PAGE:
BRACEBRIDGE - After Samantha Collins’ remains were found, it was up to accused killer Ian Charles Borbely to break the tragic news to their child, his lawyer suggested.
Ian Charles Borbely is led into the Bracebridge court house shortly after he was charged with the murder of Samantha Collins in this 2011 file photo. (Photo by Louis Tam)
Defence attorney Paul Cooper made the insinuation while cross-examining Nicole Fowlie-Smith, Collins’ younger sister, in a Bracebridge court earlier this week. Fowlie-Smith had phoned Borbely on July 8, 2010, the same day Collins’ dismembered remains were found at a Wood Lake cottage on Merrick Drive.
Collins, 29 at the time of her death, went missing in 2007. Borbely was arrested and charged in connection with her murder in 2011. Their child’s name is subject to a publication ban.
Last week, Fowlie-Smith had told the 12-person jury that Borbely reacted to the news of Collins’ remains by saying “Oh shit, I’m at work. I’ll call you back.”
“The kind of reaction you were expecting from Ian was to console you,” said Cooper.
“To acknowledge the fact that I just lost my sister,” Fowlie-Smith answered.
With Collins gone, Cooper suggested somebody had to tell the youngster why mom would never be returning home.
“And that was Ian,” he said.
“I don’t know who it was,” Fowlie-Smith responded.
She broke down into tears when asked to reminisce further about her phone conversation with Borbely.
“I was thinking about how I’d never see my sister,” she said.
Last week, Fowlie-Smith had testified that she embarked on a two-year Internet search for Borbely following her sister’s disappearance, eventually finding Borbely on Facebook in 2009 to ask him about her sister’s whereabouts.
Cooper, however, questioned whether Fowlie-Smith explored other means of finding Borbely between the time of Collins’ disappearance and the discovery of her remains. He said that during Collins’ pregnancy, she had briefly lived with her sister, Borbely and Borbely’s parents at a Bracebridge address.
“Why didn’t you just phone the Borbelys?” Cooper asked. “You didn’t even try, did you?”
Cooper argued that Fowlie-Smith did try other means of finding Borbely after Collins disappeared. He referred to a 2011 family court affidavit, in which he quoted Fowlie-Smith as saying that she had made “repeated efforts” to find Borbely through methods like Canada 4-1-1.
In court, Fowlie-Smith said she made efforts to call Borbely’s family after finding him on Facebook.
In a prior police statement, Fowlie-Smith had told officers that Collins had come in and out of her life periodically, and that her sister had a “rough upbringing.” In court, she said there was friction when Collins lived briefly with Borbely’s parents.
In particular, Fowlie-Smith said Collins felt the mother-in-law got a little too involved when it came to caring for her child after she gave birth.
“She did say she was overbearing,” said Fowlie-Smith.
The court also cross-examined two of Borbely’s former classmates, one of who bought a bag of clothes from him after Collins had – according to Borbely – walked out of his life.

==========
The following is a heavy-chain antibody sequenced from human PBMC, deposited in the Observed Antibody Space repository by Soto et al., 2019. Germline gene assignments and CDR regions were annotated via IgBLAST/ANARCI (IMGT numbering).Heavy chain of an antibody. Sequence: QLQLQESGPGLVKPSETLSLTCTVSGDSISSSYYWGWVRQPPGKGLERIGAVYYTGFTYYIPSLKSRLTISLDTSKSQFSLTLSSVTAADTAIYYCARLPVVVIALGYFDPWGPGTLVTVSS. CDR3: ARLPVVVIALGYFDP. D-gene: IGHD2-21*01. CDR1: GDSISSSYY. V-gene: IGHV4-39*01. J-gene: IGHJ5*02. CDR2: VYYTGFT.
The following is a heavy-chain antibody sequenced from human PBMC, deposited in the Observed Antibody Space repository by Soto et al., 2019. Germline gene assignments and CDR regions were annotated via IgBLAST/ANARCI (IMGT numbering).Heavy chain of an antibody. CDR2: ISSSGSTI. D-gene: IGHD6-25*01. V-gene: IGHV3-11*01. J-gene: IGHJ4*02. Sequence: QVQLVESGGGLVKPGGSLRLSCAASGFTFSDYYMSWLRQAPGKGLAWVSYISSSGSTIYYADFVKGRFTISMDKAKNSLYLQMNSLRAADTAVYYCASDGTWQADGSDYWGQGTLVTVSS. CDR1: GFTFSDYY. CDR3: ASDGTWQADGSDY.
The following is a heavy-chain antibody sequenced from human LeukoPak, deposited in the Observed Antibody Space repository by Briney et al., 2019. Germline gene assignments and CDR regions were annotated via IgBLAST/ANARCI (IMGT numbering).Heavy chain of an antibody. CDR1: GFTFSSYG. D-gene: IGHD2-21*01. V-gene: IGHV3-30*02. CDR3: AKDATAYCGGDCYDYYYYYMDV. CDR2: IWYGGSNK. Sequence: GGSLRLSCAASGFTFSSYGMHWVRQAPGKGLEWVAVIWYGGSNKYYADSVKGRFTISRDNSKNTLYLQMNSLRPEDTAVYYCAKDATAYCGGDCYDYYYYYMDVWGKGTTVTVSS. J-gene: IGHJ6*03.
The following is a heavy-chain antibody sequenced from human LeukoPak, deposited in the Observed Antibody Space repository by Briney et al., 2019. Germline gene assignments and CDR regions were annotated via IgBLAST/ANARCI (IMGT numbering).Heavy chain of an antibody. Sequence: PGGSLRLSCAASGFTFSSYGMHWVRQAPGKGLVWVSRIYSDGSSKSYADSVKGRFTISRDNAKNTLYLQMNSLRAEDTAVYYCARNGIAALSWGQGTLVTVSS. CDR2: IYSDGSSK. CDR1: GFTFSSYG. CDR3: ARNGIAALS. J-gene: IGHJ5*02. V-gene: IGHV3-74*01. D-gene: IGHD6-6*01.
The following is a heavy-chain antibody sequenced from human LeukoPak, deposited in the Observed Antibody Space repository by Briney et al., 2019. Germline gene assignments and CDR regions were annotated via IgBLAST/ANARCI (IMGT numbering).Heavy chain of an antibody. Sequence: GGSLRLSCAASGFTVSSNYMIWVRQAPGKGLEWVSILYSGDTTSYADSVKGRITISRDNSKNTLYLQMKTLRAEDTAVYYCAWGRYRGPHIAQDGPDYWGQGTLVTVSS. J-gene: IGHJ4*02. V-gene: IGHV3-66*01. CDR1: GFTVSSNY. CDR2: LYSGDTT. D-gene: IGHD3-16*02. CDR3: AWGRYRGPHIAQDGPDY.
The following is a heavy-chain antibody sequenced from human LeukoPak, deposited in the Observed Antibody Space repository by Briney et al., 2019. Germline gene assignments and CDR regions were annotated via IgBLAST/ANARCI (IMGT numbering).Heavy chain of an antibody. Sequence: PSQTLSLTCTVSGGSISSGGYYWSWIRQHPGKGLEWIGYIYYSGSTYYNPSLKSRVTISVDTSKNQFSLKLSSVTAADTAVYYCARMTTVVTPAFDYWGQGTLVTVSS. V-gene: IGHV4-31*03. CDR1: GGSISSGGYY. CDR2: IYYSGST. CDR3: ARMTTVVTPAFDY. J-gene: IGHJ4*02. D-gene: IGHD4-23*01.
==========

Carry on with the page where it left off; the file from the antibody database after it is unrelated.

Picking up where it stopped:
Jason Brian Conlon, who has known Borbely since they were classmates at Bracebridge and Muskoka Lakes Secondary School, said he had visited Borbely around two or three times at Borbely’s Wellington Street home. He said he had fuzzy recollections of a woman and child at that address.
Meeting up with Borbely after Collins had left that home, Conlon said Borbely appeared depressed. He said Borbely asked him if he wanted to buy a bag full of women’s clothing, which included T-shirts, pants and a few sweaters. Conlon told Crown attorney Douglas Kasko that he decided to buy the clothing because they looked like they would fit his girlfriend.
Borbely, Conlon said, asked for $100 for the bag.
“I think I haggled him down a little bit,” he said.
Conlon said he ended up paying around $80 to $90.
“Do you know whether or not the clothing fit your girlfriend?” Kasko asked.
“Oh, yes,” Conlon said.
Kasko asked Conlon if he ever questioned Borbely why the clothes were for sale. Conlon replied said Borbely told him Collins had left him, but didn’t question the issue much further.
Raymon Barnes, a Gravenhurst resident who has known Borbely for 21 years, also testified that they had taken shop class together at Bracebridge and Muskoka Lakes Secondary School.
He said he had previously helped Borbely and Collins move from an apartment on Alexandra Street in Bracebridge to the address on Wellington Street.
After Collins left Borbely’s life, Barnes said he helped Borbely move a number of household items from the Wellington Street home to the home of Borbely’s parents, and also to a storage unit in Gravenhurst. In prior years, Barnes said Borbely had contacted him using Collins’ cellphone a number of times.
“If he didn’t have time on his, he’d use hers,” he said.
James Woodruff, who owned the storage complex where Borbely rented a unit, was also called to the witness stand. He unveiled records showing that Borbely fell behind on rent payments soon after becoming a tenant in June 2007.
By August of that year, Woodruff’s records show Borbely was $190 in arrears, though he managed to trim the debt down to $75 by November.
Woodruff confirmed the testimony of an earlier witness, 48-year-old Mark Hill, who said he had transferred tenancy of the unit to Borbely because he had problems paying the rent himself. Hill had previously testified that he was confronted by Borbely after making romantic advances on Collins, but that he later ended up becoming friends with Borbely.
Usually, Woodruff said tenants would clear out the contents of a unit before a new tenant took over.
“It was an unusual circumstance,” Woodruff said of Hill’s unit transfer to Borbely.
The trial continues next week. For updates see this paper and cottagecountrynow.ca.